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A 4-year old boy was first seen in the clinic because of failure to thrive and vague symptoms like poor appetite and failure to gain weight. There was one other child in the family, a 7-year old sister who was in good health. The 4-year old was apparently fine for the first couple of years. He began to have diarrhea with light colored stools, however, this condition was not always present.  Stool examinations were performed; however, they were reported as negative. Although the child was placed on a high protein, high calorie diet with vitamins and supplements, his improvement was limited.

Complete stool examinations were performed (O&P exam: direct wet mount, concentration, and permanent stained slide).

Laboratory results revealed the following:


This is a wet preparation of stool; these organisms were seen using the high dry objective of the microscope. Motility was seen, but it was very limited and the organism identification could not be confirmed without completion of the O&P examination. This has been photographed at a high magnification.

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The images presented in Diagnostic Quiz #66 are the following:

These images contain Chilomastix mesnili cysts; they measured approximately 5 by 7 microns. Although this organism was seen in the wet mount, additional morphology could be seen from the permanent stained slide examinations. This flagellate is considered nonpathogenic.


Chilomastix mesnili tends to have a cosmopolitan distribution, although it is found more frequently in warm climates. C. mesnili has both trophozoite and cyst stages and is somewhat more easily identified than are some of the smaller flagellates such as Enteromonas hominis and Retortamonas intestinalis. The trophozoite is described as being pear shaped, measuring 6 to 24 µm in length and 4 to 8 µm in width. There is a single nucleus and a distinct oral groove or cytostome close to the nucleus. Flagella are difficult to see unless there is obvious motility in a wet preparation. The morphology can be confirmed by using a permanent stained smear, particularly when the cytostome is visible. The cysts are pear or lemon shaped, and they range from 6 to 10 µm in length and 4 to 6 µm in width. There is also a single nucleus in the cyst and the typical curved cytostomal fibril, which is called the shepherd's crook. Again, more definitive morphology can be seen on a permanent stain. C. mesnili normally lives in the cecal region of the large intestine, where the organisms feed on bacteria and debris. It is considered to be a nonpathogen, and no treatment is recommended. Since transmission is through ingestion of infective cysts, prevention depends on improved personal hygiene and upgraded sanitary conditions.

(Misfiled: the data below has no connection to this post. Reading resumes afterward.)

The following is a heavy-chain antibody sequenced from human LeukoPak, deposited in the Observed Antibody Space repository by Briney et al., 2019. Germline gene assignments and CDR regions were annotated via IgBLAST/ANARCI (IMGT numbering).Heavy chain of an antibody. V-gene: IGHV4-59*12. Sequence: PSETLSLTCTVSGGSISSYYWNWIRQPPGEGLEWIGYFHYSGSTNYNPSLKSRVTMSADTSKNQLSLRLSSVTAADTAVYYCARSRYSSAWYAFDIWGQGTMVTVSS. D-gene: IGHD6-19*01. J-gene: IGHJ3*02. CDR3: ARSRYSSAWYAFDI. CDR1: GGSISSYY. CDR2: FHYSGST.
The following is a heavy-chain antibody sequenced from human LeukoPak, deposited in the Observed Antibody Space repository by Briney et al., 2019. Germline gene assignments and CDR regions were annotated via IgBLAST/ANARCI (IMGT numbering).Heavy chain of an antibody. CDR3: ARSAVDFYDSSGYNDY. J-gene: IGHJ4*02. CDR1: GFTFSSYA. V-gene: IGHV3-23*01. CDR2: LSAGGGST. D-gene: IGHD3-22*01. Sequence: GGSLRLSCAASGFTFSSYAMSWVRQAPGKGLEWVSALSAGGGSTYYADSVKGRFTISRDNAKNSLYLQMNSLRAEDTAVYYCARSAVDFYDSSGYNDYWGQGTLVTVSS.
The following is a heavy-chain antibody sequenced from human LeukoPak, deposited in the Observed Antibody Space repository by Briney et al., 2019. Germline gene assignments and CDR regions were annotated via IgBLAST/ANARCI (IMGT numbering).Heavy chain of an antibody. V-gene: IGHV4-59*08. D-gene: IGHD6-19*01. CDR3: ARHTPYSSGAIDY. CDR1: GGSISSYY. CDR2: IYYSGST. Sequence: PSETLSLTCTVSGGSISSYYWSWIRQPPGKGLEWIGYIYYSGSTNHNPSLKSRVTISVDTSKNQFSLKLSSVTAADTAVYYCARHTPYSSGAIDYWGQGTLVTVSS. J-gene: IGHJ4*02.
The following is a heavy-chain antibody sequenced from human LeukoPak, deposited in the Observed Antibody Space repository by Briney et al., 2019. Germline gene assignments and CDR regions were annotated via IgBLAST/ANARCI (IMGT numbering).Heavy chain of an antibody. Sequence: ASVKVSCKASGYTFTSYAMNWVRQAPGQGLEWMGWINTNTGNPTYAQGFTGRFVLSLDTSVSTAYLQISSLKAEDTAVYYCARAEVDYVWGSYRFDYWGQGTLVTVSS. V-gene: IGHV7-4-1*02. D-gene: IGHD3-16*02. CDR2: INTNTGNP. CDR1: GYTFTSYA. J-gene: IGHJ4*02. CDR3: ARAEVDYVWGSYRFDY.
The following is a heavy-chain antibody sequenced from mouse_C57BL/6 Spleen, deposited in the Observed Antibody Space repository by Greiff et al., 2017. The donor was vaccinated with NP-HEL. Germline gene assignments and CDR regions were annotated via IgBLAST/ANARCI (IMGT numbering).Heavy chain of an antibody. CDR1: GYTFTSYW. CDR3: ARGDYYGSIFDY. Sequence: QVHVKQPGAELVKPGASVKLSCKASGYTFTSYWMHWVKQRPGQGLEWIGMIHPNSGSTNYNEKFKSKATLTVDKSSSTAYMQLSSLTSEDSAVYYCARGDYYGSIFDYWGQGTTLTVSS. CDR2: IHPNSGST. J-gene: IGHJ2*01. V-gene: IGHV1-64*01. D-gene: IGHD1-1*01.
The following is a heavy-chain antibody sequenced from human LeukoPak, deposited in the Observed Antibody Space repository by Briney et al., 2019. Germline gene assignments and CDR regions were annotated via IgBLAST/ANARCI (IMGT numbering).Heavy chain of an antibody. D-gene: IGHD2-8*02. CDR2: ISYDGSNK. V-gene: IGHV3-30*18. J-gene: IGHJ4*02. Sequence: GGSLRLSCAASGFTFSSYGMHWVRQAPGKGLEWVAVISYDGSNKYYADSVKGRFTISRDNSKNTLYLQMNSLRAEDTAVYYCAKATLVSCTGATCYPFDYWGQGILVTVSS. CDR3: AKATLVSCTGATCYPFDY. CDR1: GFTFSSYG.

Routine stool examinations are normally recommended for the recovery and identification of intestinal protozoa. However, in the case of C. mesnili, because the organisms are small, a series of several stools may be examined without recovering the organisms. Although cysts can often be identified on the wet stool preparation, many infections may be missed without the examination of a permanent stained smear.


Since C. mesnili is nonpathogenic, there would be no necessity for treatment. However, if the patient remains symptomatic, it would be important to do additional testing for other possible pathogenic parasites, as well as other causes. In this particular case, the patient's symptoms are probably related to some other cause OR a true parasitic pathogen may be present and has not yet been identified (Example: Giardia lamblia or Dientamoeba fragilis).

Three images of Chilomastix mesnili from positive stool specimens (from left to right: trophozoite seen in stained preparation (iron-hematoxylin); trichrome permanent stain showing trophozoite; trichrome stain showing cyst. Note the internal details (curved fibril) are somewhat difficult to see in the cyst, while the trophozoite morphology is more clearly seen on the permanent stained smear (oil immersion examination). Note the presence of the single nucleus and cytostomal groove in the trophozoite and the single nucleus and curved fibril (Shepherd's crook) in the cyst.



Garcia, LS, 2016. Diagnostic Medical Parasitology, 6th Ed., ASM Press, Washington, DC.

Garcia, L.S. 2009. Practical Guide to Diagnostic Parasitology, 2nd Ed., ASM Press, Washington, D.C.




Each Quiz has a two section format: the first section will present the Quiz topic and the second section will provide a discussion of the answer and/or various options in response to the Quiz situation presented to the user. In some situations, there may be more than one correct response.

The content within this site is made possible through the extensive contribution of Lynne S. Garcia, M.S., MT(ASCP), CLS(NCA), BLM(AAB), F(AAM), Director, Consultantation and Training Services (Diagnostic Medical Parasitology and Health Care Administration). For additional information, she can be contacted at LynneGarcia2@verizon.net.

Reference: Garcia, L.S. 2015. Diagnostic Medical Parasitology, 6th Ed., ASM Press, Washington, D.C.

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